Unemployment in August 2006
September 05, 2006
The number of unemployed persons (7.1 million) and the unemployment rate (4.7 percent) were essentially unchanged in August.
A year earlier, the number of unemployed persons was 7.4 million, and the jobless rate was 4.9 percent.
Over the month, the unemployment rates for most major worker groups—adult men (4.1 percent), adult women (4.1 percent), teenagers (16.2 percent), whites (4.1 percent), and Hispanics (5.3 percent)—showed little or no change. The jobless rate for blacks declined to 8.8 percent in August.
About 1.6 million persons (not seasonally adjusted) were marginally attached to the labor force in August, the same as a year earlier. These individuals wanted and were available for work and had looked for a job sometime in the prior 12 months. They were not counted as unemployed because they had not searched for work in the 4 weeks preceding the survey.
These data are from the Current Population Survey, and are seasonally adjusted unless otherwise specified. For more information, see "The Employment Situation: August 2006" (PDF) (TXT), news release USDL 06-1542.
Bureau of Labor Statistics, U.S. Department of Labor, The Economics Daily, Unemployment in August 2006 on the Internet at http://www.bls.gov/opub/ted/2006/sept/wk1/art01.htm (visited July 29, 2016).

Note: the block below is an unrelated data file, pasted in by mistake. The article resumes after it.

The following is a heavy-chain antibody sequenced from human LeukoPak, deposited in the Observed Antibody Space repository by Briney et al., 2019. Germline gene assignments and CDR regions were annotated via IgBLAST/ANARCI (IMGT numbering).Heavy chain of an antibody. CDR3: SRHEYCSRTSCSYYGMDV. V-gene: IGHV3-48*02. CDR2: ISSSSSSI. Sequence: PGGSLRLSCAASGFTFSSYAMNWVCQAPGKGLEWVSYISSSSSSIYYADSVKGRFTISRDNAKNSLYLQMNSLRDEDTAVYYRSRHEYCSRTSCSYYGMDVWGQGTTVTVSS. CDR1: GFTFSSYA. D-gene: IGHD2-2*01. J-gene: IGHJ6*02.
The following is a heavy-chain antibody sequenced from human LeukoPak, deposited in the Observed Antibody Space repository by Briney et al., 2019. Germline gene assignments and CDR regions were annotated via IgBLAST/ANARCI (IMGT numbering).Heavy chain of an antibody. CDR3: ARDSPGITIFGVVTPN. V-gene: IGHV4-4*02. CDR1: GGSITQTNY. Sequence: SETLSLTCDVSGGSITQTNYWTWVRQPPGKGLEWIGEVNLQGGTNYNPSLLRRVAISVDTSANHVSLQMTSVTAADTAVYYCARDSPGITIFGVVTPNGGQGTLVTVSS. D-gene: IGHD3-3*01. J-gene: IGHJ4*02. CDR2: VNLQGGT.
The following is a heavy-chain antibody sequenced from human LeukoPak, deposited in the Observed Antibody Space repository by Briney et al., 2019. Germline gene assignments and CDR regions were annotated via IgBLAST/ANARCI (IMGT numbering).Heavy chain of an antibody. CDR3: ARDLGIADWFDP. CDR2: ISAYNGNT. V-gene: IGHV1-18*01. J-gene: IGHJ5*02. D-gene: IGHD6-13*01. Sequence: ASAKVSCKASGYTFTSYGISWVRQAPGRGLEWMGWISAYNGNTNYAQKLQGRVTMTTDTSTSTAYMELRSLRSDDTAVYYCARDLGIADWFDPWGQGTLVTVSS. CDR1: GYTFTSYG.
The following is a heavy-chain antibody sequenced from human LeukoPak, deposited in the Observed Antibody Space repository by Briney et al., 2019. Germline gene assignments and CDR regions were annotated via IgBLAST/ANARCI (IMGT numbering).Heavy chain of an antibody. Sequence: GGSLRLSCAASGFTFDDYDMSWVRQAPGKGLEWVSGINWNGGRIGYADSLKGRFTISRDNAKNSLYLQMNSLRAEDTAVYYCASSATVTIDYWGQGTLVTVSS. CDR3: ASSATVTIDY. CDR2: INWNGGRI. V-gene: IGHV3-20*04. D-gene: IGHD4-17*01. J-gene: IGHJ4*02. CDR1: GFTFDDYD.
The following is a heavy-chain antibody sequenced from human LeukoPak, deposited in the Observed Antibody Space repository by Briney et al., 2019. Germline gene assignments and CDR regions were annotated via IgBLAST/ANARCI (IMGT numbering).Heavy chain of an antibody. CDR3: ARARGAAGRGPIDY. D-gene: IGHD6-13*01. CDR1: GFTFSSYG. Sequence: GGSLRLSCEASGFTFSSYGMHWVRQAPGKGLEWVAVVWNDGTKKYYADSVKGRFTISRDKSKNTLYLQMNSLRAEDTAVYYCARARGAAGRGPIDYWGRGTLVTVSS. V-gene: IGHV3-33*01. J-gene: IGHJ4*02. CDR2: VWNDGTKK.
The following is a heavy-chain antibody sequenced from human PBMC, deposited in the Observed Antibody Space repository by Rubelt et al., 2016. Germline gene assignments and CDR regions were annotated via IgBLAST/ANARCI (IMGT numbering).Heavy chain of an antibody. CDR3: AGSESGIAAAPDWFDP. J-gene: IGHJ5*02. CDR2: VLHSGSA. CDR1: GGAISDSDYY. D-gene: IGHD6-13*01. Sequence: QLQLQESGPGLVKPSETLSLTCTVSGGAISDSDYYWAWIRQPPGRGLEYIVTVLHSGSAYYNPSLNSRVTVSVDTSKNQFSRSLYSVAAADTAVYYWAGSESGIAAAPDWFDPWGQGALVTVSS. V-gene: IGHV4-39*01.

Recent editions of Spotlight on Statistics
A look at healthcare spending, employment, pay, benefits, and prices
As one of the largest U.S. industries, healthcare is steadily growing to meet the needs of an increasing population with an increasing life expectancy. This Spotlight looks at how much people spend on healthcare, current and projected employment in the industry, employer-provided healthcare benefits, healthcare prices, and pay for workers in healthcare occupations.
Employment and Wages in Healthcare Occupations
Healthcare occupations are a significant percentage of U.S. employment. Some of the largest and highest paying occupations are in healthcare. This Spotlight examines employment and wages for healthcare occupations.
Fifty years of looking at changes in peoples lives
Longitudinal surveys help us understand long-term changes, such as how events that happened when a person was in high school affect labor market success as an adult.